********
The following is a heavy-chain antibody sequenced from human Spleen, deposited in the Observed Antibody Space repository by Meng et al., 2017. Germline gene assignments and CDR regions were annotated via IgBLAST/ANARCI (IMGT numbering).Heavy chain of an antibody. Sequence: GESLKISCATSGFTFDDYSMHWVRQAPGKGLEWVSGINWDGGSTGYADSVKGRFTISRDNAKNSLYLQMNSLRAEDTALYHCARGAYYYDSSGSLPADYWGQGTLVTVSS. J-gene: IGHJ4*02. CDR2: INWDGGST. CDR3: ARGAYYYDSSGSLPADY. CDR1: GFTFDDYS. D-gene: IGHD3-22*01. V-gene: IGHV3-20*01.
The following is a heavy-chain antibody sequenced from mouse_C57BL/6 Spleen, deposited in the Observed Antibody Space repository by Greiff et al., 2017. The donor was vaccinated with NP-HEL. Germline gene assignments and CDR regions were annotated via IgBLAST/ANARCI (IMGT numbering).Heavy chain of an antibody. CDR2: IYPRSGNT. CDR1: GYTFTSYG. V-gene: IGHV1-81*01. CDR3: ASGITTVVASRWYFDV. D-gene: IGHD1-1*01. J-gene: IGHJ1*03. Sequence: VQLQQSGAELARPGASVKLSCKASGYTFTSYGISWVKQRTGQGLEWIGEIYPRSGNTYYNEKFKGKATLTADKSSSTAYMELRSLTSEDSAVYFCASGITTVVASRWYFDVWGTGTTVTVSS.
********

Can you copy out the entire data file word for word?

The following is a heavy-chain antibody sequenced from human Spleen, deposited in the Observed Antibody Space repository by Meng et al., 2017. Germline gene assignments and CDR regions were annotated via IgBLAST/ANARCI (IMGT numbering).Heavy chain of an antibody. Sequence: GESLKISCATSGFTFDDYSMHWVRQAPGKGLEWVSGINWDGGSTGYADSVKGRFTISRDNAKNSLYLQMNSLRAEDTALYHCARGAYYYDSSGSLPADYWGQGTLVTVSS. J-gene: IGHJ4*02. CDR2: INWDGGST. CDR3: ARGAYYYDSSGSLPADY. CDR1: GFTFDDYS. D-gene: IGHD3-22*01. V-gene: IGHV3-20*01.
The following is a heavy-chain antibody sequenced from mouse_C57BL/6 Spleen, deposited in the Observed Antibody Space repository by Greiff et al., 2017. The donor was vaccinated with NP-HEL. Germline gene assignments and CDR regions were annotated via IgBLAST/ANARCI (IMGT numbering).Heavy chain of an antibody. CDR2: IYPRSGNT. CDR1: GYTFTSYG. V-gene: IGHV1-81*01. CDR3: ASGITTVVASRWYFDV. D-gene: IGHD1-1*01. J-gene: IGHJ1*03. Sequence: VQLQQSGAELARPGASVKLSCKASGYTFTSYGISWVKQRTGQGLEWIGEIYPRSGNTYYNEKFKGKATLTADKSSSTAYMELRSLTSEDSAVYFCASGITTVVASRWYFDVWGTGTTVTVSS.